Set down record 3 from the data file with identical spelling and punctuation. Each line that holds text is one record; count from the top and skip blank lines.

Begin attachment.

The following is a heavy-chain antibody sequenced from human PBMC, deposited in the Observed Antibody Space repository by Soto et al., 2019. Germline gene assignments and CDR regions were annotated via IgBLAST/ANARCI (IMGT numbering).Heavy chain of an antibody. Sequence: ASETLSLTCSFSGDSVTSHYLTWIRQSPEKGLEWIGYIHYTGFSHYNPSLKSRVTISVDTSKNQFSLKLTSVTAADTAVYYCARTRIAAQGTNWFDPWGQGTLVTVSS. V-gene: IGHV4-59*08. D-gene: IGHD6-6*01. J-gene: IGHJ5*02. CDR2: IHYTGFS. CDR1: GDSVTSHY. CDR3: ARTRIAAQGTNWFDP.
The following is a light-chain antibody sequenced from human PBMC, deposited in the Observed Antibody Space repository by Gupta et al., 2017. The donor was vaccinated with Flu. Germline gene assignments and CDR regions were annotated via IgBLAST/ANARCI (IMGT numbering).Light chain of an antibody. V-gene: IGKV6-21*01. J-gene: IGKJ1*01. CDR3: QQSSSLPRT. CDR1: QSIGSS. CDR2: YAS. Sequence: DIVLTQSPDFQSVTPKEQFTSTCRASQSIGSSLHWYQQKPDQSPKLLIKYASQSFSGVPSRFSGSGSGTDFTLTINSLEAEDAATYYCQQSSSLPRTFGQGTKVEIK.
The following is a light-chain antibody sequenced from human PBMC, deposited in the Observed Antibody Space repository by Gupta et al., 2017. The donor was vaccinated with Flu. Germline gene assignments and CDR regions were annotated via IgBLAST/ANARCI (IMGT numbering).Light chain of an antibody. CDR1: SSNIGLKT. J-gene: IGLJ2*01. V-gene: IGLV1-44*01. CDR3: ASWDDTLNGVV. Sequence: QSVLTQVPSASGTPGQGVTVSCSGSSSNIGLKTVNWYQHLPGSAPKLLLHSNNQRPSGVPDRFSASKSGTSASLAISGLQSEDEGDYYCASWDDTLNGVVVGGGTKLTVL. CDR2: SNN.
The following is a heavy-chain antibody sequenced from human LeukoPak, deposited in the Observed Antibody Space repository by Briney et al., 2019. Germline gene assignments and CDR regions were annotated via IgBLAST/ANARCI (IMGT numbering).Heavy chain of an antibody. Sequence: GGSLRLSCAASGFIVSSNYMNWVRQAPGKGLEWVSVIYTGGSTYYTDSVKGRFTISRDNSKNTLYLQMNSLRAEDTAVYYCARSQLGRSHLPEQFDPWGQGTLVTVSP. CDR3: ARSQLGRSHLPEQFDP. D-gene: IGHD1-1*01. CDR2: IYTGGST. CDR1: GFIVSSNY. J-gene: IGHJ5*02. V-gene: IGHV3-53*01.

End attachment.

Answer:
The following is a light-chain antibody sequenced from human PBMC, deposited in the Observed Antibody Space repository by Gupta et al., 2017. The donor was vaccinated with Flu. Germline gene assignments and CDR regions were annotated via IgBLAST/ANARCI (IMGT numbering).Light chain of an antibody. CDR1: SSNIGLKT. J-gene: IGLJ2*01. V-gene: IGLV1-44*01. CDR3: ASWDDTLNGVV. Sequence: QSVLTQVPSASGTPGQGVTVSCSGSSSNIGLKTVNWYQHLPGSAPKLLLHSNNQRPSGVPDRFSASKSGTSASLAISGLQSEDEGDYYCASWDDTLNGVVVGGGTKLTVL. CDR2: SNN.